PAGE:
Review: Writing as a Way of Being
Abstract illustration, multicolor flowers with stems: Talitha May 2014

Ultimately, it is non duality that will enable us to replace the Cartesian self with a different conception of the writer so that writing can become an act of connection and an expression of wholeness rather than an enactment of separation. Understanding writing as a way of being is a necessary step in that process. (Yagelski, 2011, p. 68)


Robert Yagelski (2011) explained that the Cartesian view of writing is based upon three assumptions. First, language is simply a “conduit for thought,” which reinforces the positivist notion that knowledge exists apart from the knower (p. 45). In other words, writing is the vehicle for knowledge, which is external from the mind of the writer. Second, knowledge is “a function of a reality that is external from us” (p. 47). Finally, Cartesian thinking assumes the writer's sense of self is an autonomous, thinking being. These assumptions form a Cartesian ontology that simply reinforces false distinctions such as self-other, mind-body, and internal-external. As an expression of Cartesian thinking, words are simply the product of a writer’s mind, and a writer exists separately from the world. Despite theoretical developments in the field, Yagelski argued Cartesian thinking drives mainstream writing instruction as well as literacy reform efforts. Unfortunately, not even progressive pedagogies challenge Cartesian thinking.

Yagelski (2011) seemed to have suggested that various pedagogies are merely different sides of the same coin of Cartesian thinking—they reproduce structural homologies. Expressivist, cognitivist, and social pedagogies, for example, are ontologically similar insofar as they view the self in a Cartesian way. Even though they differ in terms of how the self understands the world, “they all assume that we exist in the world as intellectual beings separate from other beings and the world around us” (p. 59). Even when considering post-process theory, the field is imbued with Cartesian thinking because post-process theorists focused on Thomas Kent’s “arguments about the hermeneutic nature of writing as a process of meaning making” (p. 62). They largely ignored Kent’s most radical move toward disrupting Cartesian thinking, which is his “appropriation of Donald Davidson’s ideas about ‘triangulation,’ which foregrounds the role of others and, significantly, knowledge of the world, in communicative interaction” (p. 62). Rather than simply thinking of meaning-making as occurring between a writer and reader (knowledge between two minds), triangulation considers the world as integral to meaning-making. Yagelski explained that in triangulation, “knowledge emerges as a function of the effort to communication with another knower in the context of the world that is inherently part of the communicative process” (p. 67). Post-process theorists ignored Kent’s important steps to collapse the subject-object distinction.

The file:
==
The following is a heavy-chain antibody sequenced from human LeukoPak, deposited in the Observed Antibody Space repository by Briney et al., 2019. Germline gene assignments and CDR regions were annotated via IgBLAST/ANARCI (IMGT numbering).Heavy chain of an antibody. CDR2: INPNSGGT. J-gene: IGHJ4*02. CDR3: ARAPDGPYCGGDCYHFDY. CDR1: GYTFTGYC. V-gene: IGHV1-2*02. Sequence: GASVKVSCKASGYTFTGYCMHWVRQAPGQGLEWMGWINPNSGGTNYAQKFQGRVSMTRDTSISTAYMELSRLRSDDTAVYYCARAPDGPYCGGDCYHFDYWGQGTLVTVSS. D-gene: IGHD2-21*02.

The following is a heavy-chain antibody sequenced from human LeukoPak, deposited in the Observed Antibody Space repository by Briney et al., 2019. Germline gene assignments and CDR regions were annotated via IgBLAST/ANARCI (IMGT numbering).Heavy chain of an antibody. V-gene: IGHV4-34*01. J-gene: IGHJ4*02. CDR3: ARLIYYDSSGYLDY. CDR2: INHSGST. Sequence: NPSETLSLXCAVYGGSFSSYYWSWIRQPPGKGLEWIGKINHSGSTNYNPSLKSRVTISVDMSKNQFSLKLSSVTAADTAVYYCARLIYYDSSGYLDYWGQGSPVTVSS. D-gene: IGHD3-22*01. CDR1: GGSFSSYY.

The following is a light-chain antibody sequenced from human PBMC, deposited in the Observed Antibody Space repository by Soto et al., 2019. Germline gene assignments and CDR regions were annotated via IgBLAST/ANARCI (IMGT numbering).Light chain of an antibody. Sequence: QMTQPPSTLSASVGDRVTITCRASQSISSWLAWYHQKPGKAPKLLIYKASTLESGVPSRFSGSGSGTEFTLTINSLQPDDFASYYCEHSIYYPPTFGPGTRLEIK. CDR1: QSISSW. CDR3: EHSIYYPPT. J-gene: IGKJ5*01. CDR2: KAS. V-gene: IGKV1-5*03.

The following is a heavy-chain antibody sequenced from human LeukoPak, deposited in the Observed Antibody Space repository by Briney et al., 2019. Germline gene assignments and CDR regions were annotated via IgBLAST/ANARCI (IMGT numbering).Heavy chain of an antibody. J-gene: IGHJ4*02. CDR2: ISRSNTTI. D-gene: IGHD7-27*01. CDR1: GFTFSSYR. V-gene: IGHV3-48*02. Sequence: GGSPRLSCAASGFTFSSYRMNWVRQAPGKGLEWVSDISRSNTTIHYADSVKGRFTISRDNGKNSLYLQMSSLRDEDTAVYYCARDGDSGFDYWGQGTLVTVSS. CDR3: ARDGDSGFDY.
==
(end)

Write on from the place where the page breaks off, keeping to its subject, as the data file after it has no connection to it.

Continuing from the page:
Even though he situated his discussion in current writing studies, Yagelski (2011) missed an opportunity to acknowledge a shared space with the ontological perspectives of Martin Heidegger. Just as Heidegger (1962) did in Being and Time, Yagelski chipped away at Cartesian thinking and reconceptualized “the idea of the self” as well as how “we exist as beings-in-the-world” (Yagelski, 2011, p. 16). Similarly, Heidegger’s notion of “being-in-the-world” indicates that we exist in a context—we are thrown in the world. The world is not external to minds or beings, but is a part of being, a being-with. For Heidegger (1962), even the world itself consists of “referential totalities” (p. 107). Addressing Kent’s notion of triangulation, however, seems to have missed Heidegger’s insight that ontology precedes epistemology (Heidegger, 1962, p. 254). Heidegger’s insight appears to serve as the theoretical groundwork for Yagelski's view of writing as a way of being and for his critique of mainstream education, which is mired in Cartesian thought.